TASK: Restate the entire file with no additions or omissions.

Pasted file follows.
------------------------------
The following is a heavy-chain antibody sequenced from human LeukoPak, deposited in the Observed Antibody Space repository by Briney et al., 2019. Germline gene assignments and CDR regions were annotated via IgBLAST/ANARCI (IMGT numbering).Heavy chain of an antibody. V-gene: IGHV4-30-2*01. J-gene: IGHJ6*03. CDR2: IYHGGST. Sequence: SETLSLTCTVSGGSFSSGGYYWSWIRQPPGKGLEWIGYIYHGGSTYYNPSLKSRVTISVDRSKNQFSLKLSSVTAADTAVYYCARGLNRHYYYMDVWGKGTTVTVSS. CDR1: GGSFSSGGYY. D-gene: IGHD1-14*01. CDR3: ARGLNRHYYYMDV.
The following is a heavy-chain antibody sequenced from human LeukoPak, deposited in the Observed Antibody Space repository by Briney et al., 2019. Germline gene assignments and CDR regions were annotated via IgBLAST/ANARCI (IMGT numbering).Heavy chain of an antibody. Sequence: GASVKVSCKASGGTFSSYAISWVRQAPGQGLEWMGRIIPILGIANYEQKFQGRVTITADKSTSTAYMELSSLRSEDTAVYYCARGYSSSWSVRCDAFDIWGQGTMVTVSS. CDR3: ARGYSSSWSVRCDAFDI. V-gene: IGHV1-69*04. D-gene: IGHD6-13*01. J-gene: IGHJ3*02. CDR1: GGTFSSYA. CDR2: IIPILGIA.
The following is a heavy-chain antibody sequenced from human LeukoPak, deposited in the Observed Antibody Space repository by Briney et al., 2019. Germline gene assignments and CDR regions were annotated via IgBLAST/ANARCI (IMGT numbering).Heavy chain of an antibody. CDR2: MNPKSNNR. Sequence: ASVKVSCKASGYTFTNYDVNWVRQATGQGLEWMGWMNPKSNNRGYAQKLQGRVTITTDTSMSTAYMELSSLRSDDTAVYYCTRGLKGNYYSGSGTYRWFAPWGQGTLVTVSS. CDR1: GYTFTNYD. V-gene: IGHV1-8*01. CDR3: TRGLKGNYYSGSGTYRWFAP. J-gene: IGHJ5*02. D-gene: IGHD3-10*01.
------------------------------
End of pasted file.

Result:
The following is a heavy-chain antibody sequenced from human LeukoPak, deposited in the Observed Antibody Space repository by Briney et al., 2019. Germline gene assignments and CDR regions were annotated via IgBLAST/ANARCI (IMGT numbering).Heavy chain of an antibody. V-gene: IGHV4-30-2*01. J-gene: IGHJ6*03. CDR2: IYHGGST. Sequence: SETLSLTCTVSGGSFSSGGYYWSWIRQPPGKGLEWIGYIYHGGSTYYNPSLKSRVTISVDRSKNQFSLKLSSVTAADTAVYYCARGLNRHYYYMDVWGKGTTVTVSS. CDR1: GGSFSSGGYY. D-gene: IGHD1-14*01. CDR3: ARGLNRHYYYMDV.
The following is a heavy-chain antibody sequenced from human LeukoPak, deposited in the Observed Antibody Space repository by Briney et al., 2019. Germline gene assignments and CDR regions were annotated via IgBLAST/ANARCI (IMGT numbering).Heavy chain of an antibody. Sequence: GASVKVSCKASGGTFSSYAISWVRQAPGQGLEWMGRIIPILGIANYEQKFQGRVTITADKSTSTAYMELSSLRSEDTAVYYCARGYSSSWSVRCDAFDIWGQGTMVTVSS. CDR3: ARGYSSSWSVRCDAFDI. V-gene: IGHV1-69*04. D-gene: IGHD6-13*01. J-gene: IGHJ3*02. CDR1: GGTFSSYA. CDR2: IIPILGIA.
The following is a heavy-chain antibody sequenced from human LeukoPak, deposited in the Observed Antibody Space repository by Briney et al., 2019. Germline gene assignments and CDR regions were annotated via IgBLAST/ANARCI (IMGT numbering).Heavy chain of an antibody. CDR2: MNPKSNNR. Sequence: ASVKVSCKASGYTFTNYDVNWVRQATGQGLEWMGWMNPKSNNRGYAQKLQGRVTITTDTSMSTAYMELSSLRSDDTAVYYCTRGLKGNYYSGSGTYRWFAPWGQGTLVTVSS. CDR1: GYTFTNYD. V-gene: IGHV1-8*01. CDR3: TRGLKGNYYSGSGTYRWFAP. J-gene: IGHJ5*02. D-gene: IGHD3-10*01.